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Palazzo Albrizzi Apartment

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Palazzo Albrizzi

Like many Venetian palazzi, the Palazzo Albrizzi has a well-worn façade, but first impressions can be deceptive: The building's interior is richly decorated and immaculately preserved.


Ship's lamp from Battle of Lepanto

As you step into the entrance hall on the ground floor, you'll encounter a massive ship's lamp from the Battle of Lepanto in 1571, when the Holy League--which included ships of the Venetian Republic--defeated the fleet of the Ottoman Empire in the Gulf of Patras.


Great Hall of the Palazzo Albrizzi

An elevator takes you to the Great Hall on the piano nobile, the most important floor in any Venetian palazzo.


Restoration in the Palazzo Albrizzi

Fireplace and plasterwork in the Palazzo Albrizzi

When these photos were taken, workers were performing restoration and maintenance in the apartment. The lower photo shows the ornate plasterwork that decorates much of the palazzo and the neighboring Ca' Albrizzi, where the family has a second (and smaller) vacation apartment.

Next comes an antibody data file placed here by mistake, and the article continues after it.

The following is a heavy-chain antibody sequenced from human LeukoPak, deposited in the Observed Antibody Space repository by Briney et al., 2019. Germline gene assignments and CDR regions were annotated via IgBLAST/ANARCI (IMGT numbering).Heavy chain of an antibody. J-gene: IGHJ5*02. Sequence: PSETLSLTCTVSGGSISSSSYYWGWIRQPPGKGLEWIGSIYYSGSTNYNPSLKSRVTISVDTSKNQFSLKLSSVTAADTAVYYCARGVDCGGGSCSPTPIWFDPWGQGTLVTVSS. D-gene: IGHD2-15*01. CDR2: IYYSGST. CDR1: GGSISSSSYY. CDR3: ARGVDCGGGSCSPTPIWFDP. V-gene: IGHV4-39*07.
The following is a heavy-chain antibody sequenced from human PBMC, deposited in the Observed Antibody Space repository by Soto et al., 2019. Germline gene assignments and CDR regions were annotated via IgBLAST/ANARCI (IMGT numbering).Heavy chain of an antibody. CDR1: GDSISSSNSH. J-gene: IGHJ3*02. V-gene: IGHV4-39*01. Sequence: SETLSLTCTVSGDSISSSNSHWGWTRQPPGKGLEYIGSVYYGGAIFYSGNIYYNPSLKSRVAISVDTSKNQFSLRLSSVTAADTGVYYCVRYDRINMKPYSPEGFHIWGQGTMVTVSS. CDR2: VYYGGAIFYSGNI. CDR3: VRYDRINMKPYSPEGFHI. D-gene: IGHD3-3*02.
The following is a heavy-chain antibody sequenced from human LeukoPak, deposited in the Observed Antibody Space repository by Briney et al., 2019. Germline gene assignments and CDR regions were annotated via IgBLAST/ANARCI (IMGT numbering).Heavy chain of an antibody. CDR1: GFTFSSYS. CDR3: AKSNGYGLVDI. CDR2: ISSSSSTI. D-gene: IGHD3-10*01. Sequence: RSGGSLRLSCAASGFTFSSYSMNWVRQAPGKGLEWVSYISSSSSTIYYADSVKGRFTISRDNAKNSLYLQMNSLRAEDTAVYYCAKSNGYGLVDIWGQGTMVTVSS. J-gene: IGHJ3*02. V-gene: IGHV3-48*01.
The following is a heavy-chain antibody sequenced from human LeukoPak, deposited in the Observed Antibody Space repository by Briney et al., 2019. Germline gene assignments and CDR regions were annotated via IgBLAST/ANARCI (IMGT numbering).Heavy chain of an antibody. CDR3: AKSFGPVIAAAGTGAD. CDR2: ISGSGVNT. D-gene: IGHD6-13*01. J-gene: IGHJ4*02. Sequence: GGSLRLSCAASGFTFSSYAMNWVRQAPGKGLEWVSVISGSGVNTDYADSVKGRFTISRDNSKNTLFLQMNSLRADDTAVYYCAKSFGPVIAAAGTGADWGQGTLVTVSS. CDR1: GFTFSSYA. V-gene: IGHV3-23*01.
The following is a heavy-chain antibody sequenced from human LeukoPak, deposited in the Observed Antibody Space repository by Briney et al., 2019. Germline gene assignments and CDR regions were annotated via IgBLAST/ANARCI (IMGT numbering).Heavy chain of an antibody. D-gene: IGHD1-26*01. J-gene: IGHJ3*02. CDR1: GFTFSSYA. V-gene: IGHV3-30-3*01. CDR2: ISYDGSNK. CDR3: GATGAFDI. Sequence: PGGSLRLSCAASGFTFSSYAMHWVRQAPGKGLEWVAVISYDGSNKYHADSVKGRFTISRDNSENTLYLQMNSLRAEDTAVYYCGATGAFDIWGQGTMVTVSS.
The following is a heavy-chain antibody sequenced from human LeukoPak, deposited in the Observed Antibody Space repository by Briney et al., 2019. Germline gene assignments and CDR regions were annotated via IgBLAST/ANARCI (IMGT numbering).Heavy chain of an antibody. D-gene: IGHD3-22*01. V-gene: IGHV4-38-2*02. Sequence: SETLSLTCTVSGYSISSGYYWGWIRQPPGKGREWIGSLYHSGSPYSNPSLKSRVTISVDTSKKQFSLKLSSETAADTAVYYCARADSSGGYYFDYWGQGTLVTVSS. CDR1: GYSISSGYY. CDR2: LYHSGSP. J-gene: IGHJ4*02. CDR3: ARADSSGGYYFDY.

Palazzo Albrizzi living room

Palazzo Albrizzi parlour

The living room has seating for 10 people. Note the silk-covered walls.


Palazzo Albrizzi dining room

The dining room has a red, white, and blue theme. Its large table seats 14 guests.


Palazzo Albrizzi ceiling

The apartment's ceilings are spectacular: We first saw them at night, looking up from the square outside the palazzo when the apartment was illuminated and the shutters were open.


Pastellone Veneziano

The apartment's impeccably restored and maintained floors include Venetian terrazzo and an organic, traditional flooring called pastellone (shown above), which is made from plaster, linseed oil, and natural pigments.


Roof patio of the Palazzo Albrizzi

Palazzo Albrizzi roof terrace

One of the palazzo's nicest features is the roof patio, where most of the plants are green year-round in Venice's relatively mild climate.


Campiello Albrizzi from Palazzo Albrizzi

View from Palazzo Albrizzi roof terrace

The apartment has views in two directions. Above is the Campiello Albrizzi (the narrowest street in Venice, the Calle Stretta, is in the corner between two buildings). Below is  view toward the ruins of the first private theatre in Venice, which is connected to the palace complex by an aerial bridge.


Schoolchildren in the Campiello Albrizzi

Schoolchildren with Maggie in the Campiello Albrizzi

In the Campiello Albrizzi, you're more likely to encounter Venetians (especially children and nuns from the Suore Salesie elementary school) than fellow tourists. The boys mostly play soccer during recess, while the girls tend to gather in clusters along the edge of the campiello. In the lower photo, a gaggle of schoolgirls pose with Maggie, the canine protagonist of Maggieinvenice.com.

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